Nature parks and art towns… ski slopes and beaches… medieval churches, castles, and museums… there’s a whole universe to discover in Italy’s Abruzzo region.
Although its popularity has increased this past decade—among both tourists and foreign investors—Abruzzo remains one of Italy’s cheapest regions to buy a house.
Following are some more of the region’s top draws…
1. Well connected. Coaches and trains are comfortable and punctual. Crossing the Apennines on a bus to Rome is a particularly scenic ride. Naples and Florence are also on a regular timetable. Really, it’s possible to explore the whole of Italy from Abruzzo. And, from the airport in Pescara, you’ll find daily and weekly low-cost flights to major European cities.
2. A unique and varied landscape. From the Adriatic coast to the Apennines… from natural parks to rolling hills scattered with hamlets… take your pick. Bear in mind that the mountains tend to have snow in winter and cool summers. On the coast, winters are mild and summers hot. It’s always a pleasure to take a slow drive along the region’s narrow country roads surrounded by olive trees, fig trees, lemon and orange trees, cherry trees, and vineyards. Picking fruit from the trees to taste is not considered an insult and farmers will be happy to welcome you.
3. Uncrowded beaches. With golden sands, pebble beaches, and the placid Adriatic (in shades of green or turquoise), the coast of Abruzzo is anything but monotonous. On tourist beaches you can rent umbrellas and deck-chairs and enjoy entertainment in the form of beach volleyball, live music, dance or sport lessons. You’ll also find solitary wild beaches where it’s possible to spend a laid-back day walking the dog or reading a book.
4. Warm water. The water temperature of the Adriatic reaches a high of 80 degrees during summer. It’s possible to swim from the end of April to the beginning of October. Abruzzo offers one of the highest densities of Blue Flag beaches in Italy.
5. Hill towns to rival Tuscany and Umbria. Abruzzo boasts 20 of the most beautiful medieval and renaissance villages in Italy—second only to Umbria which has 22. The abrupt decline of Abruzzo’s agricultural economy in the early to mid-20th century saved some of the region’s most beautiful hill towns from the onslaught of modern development.
6. Ski the Apennines. Roccaraso, one of the best skiing resorts, sits 2,140 meters above sea level. Despite its altitude, you can drive back down to the Adriatic shore in 90 minutes. You’ll also find excellent ski slopes in Ovindoli and Passo Lanciano. And, Abruzzo is home to Calderone—Europe’s most southern glacier.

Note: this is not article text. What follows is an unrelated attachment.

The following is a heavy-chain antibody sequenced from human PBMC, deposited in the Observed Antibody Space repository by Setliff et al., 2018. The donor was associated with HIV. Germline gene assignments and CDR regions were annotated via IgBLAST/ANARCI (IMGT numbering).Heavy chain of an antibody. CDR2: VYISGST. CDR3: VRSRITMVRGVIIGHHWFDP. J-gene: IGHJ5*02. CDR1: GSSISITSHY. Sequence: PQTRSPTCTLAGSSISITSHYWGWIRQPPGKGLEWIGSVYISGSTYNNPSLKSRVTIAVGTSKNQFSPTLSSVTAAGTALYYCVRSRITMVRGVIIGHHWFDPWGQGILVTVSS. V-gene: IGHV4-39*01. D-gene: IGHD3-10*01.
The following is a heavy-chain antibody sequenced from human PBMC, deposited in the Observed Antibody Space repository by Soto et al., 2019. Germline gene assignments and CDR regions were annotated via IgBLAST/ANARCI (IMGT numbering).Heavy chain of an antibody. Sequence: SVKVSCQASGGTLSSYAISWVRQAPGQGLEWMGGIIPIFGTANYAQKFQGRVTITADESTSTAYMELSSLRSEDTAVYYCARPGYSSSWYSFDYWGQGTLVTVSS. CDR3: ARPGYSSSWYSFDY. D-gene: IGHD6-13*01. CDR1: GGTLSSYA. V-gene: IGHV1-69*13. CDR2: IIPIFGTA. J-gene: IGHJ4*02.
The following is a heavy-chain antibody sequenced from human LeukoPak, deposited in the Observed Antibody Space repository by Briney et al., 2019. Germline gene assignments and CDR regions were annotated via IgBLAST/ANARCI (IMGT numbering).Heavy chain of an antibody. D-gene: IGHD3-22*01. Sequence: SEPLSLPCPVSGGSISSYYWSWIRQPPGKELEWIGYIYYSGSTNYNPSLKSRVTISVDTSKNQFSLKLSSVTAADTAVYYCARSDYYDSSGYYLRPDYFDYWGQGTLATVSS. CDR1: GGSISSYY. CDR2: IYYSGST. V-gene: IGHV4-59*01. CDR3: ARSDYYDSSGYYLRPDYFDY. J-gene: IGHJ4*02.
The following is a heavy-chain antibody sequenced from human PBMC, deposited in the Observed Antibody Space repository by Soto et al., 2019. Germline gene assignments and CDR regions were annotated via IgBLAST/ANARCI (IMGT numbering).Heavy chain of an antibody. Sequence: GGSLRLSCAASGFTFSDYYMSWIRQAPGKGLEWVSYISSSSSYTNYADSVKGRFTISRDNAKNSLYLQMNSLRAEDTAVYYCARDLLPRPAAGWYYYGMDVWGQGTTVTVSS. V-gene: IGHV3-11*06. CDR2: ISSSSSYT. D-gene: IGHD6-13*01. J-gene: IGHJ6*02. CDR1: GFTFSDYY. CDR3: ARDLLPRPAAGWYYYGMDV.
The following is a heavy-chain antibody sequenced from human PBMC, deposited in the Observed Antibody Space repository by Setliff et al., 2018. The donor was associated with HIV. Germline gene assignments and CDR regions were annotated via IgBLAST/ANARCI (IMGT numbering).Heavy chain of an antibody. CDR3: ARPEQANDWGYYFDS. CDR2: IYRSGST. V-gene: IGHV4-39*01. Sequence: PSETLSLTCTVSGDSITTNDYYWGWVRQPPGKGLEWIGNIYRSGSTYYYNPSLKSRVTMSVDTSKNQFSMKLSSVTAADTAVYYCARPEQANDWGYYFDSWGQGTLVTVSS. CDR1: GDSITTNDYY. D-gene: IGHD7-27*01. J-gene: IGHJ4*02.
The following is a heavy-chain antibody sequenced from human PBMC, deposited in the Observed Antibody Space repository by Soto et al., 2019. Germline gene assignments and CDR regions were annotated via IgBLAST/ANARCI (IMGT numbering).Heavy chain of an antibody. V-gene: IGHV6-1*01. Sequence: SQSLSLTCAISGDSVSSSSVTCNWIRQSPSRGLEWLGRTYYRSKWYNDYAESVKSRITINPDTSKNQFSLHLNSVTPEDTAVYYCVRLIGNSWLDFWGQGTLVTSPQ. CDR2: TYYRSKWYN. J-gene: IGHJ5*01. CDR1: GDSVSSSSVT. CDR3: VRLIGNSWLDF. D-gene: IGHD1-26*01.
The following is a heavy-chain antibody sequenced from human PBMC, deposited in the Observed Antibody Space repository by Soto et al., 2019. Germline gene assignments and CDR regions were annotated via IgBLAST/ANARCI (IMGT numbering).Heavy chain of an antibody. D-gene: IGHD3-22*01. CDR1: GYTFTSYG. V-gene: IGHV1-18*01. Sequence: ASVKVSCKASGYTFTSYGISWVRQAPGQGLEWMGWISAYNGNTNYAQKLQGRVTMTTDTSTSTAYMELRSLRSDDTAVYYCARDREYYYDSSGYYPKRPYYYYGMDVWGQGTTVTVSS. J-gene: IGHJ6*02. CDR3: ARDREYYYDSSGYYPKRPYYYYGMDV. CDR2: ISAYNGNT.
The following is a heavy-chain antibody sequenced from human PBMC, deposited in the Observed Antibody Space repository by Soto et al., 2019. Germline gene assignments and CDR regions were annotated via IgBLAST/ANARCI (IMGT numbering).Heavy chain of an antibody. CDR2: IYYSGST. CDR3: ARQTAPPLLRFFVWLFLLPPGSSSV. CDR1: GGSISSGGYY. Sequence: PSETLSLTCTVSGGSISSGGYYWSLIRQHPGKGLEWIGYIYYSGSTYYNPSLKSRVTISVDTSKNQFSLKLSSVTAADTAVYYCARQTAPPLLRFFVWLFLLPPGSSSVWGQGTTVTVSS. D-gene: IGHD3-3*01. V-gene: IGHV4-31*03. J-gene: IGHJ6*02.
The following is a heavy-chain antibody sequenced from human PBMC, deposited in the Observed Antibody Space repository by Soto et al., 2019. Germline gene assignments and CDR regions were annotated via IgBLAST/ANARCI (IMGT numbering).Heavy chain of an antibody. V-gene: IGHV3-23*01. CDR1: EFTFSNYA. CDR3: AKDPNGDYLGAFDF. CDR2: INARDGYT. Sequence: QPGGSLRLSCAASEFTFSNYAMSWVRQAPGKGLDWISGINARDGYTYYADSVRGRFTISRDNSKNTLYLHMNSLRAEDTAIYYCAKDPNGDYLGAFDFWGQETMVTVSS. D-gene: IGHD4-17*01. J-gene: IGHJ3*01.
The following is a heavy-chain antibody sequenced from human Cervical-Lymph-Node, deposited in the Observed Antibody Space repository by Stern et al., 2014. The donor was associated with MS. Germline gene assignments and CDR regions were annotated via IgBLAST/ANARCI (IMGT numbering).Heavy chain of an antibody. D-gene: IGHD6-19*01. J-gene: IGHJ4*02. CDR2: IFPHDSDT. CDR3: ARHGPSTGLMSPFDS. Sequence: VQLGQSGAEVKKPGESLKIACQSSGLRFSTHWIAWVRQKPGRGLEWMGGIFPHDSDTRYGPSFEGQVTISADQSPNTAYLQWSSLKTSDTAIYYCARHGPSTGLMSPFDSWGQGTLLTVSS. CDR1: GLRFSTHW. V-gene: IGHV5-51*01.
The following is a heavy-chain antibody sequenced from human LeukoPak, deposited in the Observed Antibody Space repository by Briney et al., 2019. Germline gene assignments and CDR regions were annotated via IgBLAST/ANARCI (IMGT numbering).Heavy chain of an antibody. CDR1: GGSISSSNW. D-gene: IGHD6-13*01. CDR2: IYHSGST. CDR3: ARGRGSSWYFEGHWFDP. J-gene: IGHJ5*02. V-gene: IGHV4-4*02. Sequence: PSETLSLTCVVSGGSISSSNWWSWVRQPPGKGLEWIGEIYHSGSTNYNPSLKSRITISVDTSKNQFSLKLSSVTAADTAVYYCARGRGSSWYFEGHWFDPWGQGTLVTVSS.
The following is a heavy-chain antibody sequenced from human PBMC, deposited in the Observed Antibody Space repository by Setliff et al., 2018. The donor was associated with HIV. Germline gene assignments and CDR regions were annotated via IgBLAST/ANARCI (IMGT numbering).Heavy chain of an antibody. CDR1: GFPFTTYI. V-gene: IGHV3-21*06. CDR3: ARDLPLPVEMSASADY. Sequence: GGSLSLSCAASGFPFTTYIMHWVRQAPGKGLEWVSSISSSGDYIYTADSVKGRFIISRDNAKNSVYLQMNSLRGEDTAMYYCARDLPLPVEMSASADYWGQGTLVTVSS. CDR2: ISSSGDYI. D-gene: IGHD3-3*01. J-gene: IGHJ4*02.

7. Green living. Abruzzo has been called “the greenest region in Europe”—one third of its territory is set aside as national parks and protected nature reserves. Popular activities include walking, trekking, bird-watching, canoeing, and horse riding. The natural parks and protected reserves ensure the survival of 75% of Europe’s living species—including rare creatures like the wading dotterel, golden eagle, Abruzzo chamois, Apennine wolf, and the Marsican brown bear.
8. Unbeatable seafood… and food in general. The Trabocchi Coast covers some 230 square kilometers, from the border with Ortona in the north down to the mouth of the Sinello in the south. Trabocchi are original fishermen stilt huts where it’s possible to dine on freshly caught fish cooked in a simple, traditional way. Perfect for a romantic, unforgettable evening, dinner at a trabocco, eating fresh fish and drinking excellent local wine, costs 35 euros (US$41) per person.
Everywhere in Abruzzo, it’s possible to taste traditionally made cheeses, cold meats, handmade pasta, bread, pizza cooked in wood ovens, and freshly made ice cream. Don’t miss the traditional sagre (local fairs)—not only a wonderful way to meet new people and get a better insight into life here, but you’ll be invited to taste whatever local products are in season. Fresh artichokes, cold meats, salami (look out for the renowned spicy ventricina), and the local specialty, brodetto di pesce—fish cooked in fresh tomatoes and peppers to be eaten with freshly baked bread… all accompanied by good, cheap local wine.
Over the past few years, Abruzzo has been paying greater attention to organic food—not just vegetables and fruit but also organic wines, olive oils, and pasta and bread made from locally produced flour.
9. World-class wine. Well-known Montepulciano d’Abruzzo is exported all over the world. White wines of the region are also respectable. A bottle of wine can cost from 1 euro (US$1.15) up to 15 euros (US$17) for a DOC wine. A glass of wine at a wine bar—served with finger food and appetizers—costs 4 euros (US$4.65).
Snowcapped mountains… rolling hills with medieval villages, vineyards, and olive groves… delicious local Italian food and wine… peaceful beaches lapped by warm water… Abruzzo is all of this and much more.
Now, come and experience this green heart of Italy for yourself…
Monia di Guilmi